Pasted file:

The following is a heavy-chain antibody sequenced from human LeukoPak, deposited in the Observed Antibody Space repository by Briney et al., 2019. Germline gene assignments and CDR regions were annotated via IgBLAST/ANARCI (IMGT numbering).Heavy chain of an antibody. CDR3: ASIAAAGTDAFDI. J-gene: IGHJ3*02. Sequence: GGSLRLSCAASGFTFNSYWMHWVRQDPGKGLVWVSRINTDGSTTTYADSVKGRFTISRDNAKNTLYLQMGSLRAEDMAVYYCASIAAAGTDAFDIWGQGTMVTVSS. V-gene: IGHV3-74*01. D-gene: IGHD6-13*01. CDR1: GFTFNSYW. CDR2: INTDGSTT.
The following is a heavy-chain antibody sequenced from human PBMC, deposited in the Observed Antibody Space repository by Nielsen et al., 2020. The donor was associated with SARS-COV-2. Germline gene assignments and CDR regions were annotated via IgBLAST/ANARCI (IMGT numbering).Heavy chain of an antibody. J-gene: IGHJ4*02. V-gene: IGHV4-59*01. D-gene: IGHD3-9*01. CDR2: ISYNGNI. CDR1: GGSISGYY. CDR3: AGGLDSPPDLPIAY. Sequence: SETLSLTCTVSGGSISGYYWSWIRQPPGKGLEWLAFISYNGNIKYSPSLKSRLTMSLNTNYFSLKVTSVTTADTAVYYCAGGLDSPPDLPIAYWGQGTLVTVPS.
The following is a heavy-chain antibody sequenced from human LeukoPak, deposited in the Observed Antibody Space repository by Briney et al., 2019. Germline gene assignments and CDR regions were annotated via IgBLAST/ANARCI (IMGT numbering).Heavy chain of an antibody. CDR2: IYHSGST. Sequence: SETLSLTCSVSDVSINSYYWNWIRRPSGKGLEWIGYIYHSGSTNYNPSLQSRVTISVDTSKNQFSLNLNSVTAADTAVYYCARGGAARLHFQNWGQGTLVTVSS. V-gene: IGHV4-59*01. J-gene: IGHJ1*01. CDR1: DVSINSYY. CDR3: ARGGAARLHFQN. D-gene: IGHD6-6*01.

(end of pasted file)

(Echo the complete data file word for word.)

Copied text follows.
The following is a heavy-chain antibody sequenced from human LeukoPak, deposited in the Observed Antibody Space repository by Briney et al., 2019. Germline gene assignments and CDR regions were annotated via IgBLAST/ANARCI (IMGT numbering).Heavy chain of an antibody. CDR3: ASIAAAGTDAFDI. J-gene: IGHJ3*02. Sequence: GGSLRLSCAASGFTFNSYWMHWVRQDPGKGLVWVSRINTDGSTTTYADSVKGRFTISRDNAKNTLYLQMGSLRAEDMAVYYCASIAAAGTDAFDIWGQGTMVTVSS. V-gene: IGHV3-74*01. D-gene: IGHD6-13*01. CDR1: GFTFNSYW. CDR2: INTDGSTT.
The following is a heavy-chain antibody sequenced from human PBMC, deposited in the Observed Antibody Space repository by Nielsen et al., 2020. The donor was associated with SARS-COV-2. Germline gene assignments and CDR regions were annotated via IgBLAST/ANARCI (IMGT numbering).Heavy chain of an antibody. J-gene: IGHJ4*02. V-gene: IGHV4-59*01. D-gene: IGHD3-9*01. CDR2: ISYNGNI. CDR1: GGSISGYY. CDR3: AGGLDSPPDLPIAY. Sequence: SETLSLTCTVSGGSISGYYWSWIRQPPGKGLEWLAFISYNGNIKYSPSLKSRLTMSLNTNYFSLKVTSVTTADTAVYYCAGGLDSPPDLPIAYWGQGTLVTVPS.
The following is a heavy-chain antibody sequenced from human LeukoPak, deposited in the Observed Antibody Space repository by Briney et al., 2019. Germline gene assignments and CDR regions were annotated via IgBLAST/ANARCI (IMGT numbering).Heavy chain of an antibody. CDR2: IYHSGST. Sequence: SETLSLTCSVSDVSINSYYWNWIRRPSGKGLEWIGYIYHSGSTNYNPSLQSRVTISVDTSKNQFSLNLNSVTAADTAVYYCARGGAARLHFQNWGQGTLVTVSS. V-gene: IGHV4-59*01. J-gene: IGHJ1*01. CDR1: DVSINSYY. CDR3: ARGGAARLHFQN. D-gene: IGHD6-6*01.